Though the people’s life in Egypt was bad, the bread was good. Pharaoh’s royal kitchen produced fifty-seven different kinds of bread. Native emmer wheat was so valuable it was kept in vaults and used as currency. Rich or poor, Egyptians used the same word for the bread they made from...
Sustaining God, give us this day our daily bread and forgive us our excesses, for your manna diet is all we need on the way from bondage to freedom. Amen.
The psalmist recounts many of God’s glorious deeds. The escape from Egypt features prominently, including the Exodus story we are reading this week. God knows that the people need food and provides both meat and bread. Unfortunately, the people do not have the perspective of the psalmist, so God’s miraculous provision does not stop their grumbling. In Philippians, Paul reflects on Christian suffering. Although he would rather be with the Lord, he endures suffering so that he may help others. Other believers should expect to suffer as well. Jesus tells a parable about a landowner. No matter what time the workers go out, they are all equally paid. Likewise, those who follow Jesus their entire lives and those who meet the Lord late in life will partake equally in glory.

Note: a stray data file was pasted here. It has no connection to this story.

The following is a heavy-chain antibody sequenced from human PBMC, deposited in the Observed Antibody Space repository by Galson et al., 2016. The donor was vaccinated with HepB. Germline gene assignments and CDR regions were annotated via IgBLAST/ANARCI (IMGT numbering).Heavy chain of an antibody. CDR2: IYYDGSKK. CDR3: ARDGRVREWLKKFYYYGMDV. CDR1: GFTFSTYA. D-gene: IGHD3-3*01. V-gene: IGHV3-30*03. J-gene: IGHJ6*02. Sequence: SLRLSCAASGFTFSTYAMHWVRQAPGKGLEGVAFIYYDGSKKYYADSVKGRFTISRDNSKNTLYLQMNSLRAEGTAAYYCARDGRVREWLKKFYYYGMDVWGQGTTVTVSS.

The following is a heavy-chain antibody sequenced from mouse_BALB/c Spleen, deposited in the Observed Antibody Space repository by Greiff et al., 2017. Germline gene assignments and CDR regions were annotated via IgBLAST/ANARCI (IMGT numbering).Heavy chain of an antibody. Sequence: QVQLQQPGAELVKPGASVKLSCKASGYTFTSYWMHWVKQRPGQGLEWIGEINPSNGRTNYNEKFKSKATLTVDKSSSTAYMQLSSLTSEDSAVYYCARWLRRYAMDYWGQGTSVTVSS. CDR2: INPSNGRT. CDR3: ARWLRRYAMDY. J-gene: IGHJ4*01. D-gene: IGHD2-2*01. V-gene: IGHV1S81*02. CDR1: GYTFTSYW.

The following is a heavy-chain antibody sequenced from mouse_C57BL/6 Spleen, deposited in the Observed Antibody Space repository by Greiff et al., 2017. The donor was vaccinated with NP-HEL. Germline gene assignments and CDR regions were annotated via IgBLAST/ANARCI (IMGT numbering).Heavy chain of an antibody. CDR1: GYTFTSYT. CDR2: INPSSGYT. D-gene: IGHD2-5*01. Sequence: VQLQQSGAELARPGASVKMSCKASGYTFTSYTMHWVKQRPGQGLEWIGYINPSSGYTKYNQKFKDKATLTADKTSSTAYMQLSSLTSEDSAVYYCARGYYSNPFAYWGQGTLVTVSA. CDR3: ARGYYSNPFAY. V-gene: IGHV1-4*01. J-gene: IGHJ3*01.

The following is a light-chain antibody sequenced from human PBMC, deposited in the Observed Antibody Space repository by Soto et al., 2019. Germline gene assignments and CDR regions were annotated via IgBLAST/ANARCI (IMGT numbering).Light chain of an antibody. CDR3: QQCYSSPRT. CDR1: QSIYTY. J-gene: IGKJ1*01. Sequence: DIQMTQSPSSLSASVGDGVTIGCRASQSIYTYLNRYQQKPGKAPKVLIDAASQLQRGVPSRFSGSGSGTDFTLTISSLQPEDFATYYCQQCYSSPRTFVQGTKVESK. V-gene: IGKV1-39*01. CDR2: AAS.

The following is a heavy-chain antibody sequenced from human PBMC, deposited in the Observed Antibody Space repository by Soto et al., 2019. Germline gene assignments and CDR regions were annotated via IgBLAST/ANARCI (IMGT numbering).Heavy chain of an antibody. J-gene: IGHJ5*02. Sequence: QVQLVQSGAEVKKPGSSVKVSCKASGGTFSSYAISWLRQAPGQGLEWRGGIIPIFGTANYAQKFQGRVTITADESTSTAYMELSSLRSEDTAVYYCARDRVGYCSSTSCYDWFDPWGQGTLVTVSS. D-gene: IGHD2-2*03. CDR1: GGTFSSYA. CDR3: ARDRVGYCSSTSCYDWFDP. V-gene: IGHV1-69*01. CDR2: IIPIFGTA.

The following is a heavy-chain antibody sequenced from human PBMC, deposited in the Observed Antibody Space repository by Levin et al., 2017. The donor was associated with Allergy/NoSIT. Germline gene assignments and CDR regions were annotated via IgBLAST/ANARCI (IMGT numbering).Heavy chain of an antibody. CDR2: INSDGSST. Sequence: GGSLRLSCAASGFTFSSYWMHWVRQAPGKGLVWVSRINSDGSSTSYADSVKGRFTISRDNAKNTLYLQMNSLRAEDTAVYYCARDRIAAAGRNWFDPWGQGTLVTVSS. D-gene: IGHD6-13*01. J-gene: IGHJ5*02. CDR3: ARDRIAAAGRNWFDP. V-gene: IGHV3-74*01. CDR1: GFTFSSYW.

Read Exodus 16:2-15. When have you been confident of God’s love and presence? When have you been uncertain?Read Psalm 105:1-6, 37-45. When do you smooth over the “bumps” in the stories of your family, your church, or your faith? When is it important to recount the complaining or mistakes along the way?Read Philippians 1:21-30. When has the “good news to the poor” challenged you? When you feel challenged by it, how do you seek to live “worthy of the gospel”?Read Matthew 20:1-16. How does Jesus’ idea of equality surprise you? How might a posture of generosity change your concept of fairness?
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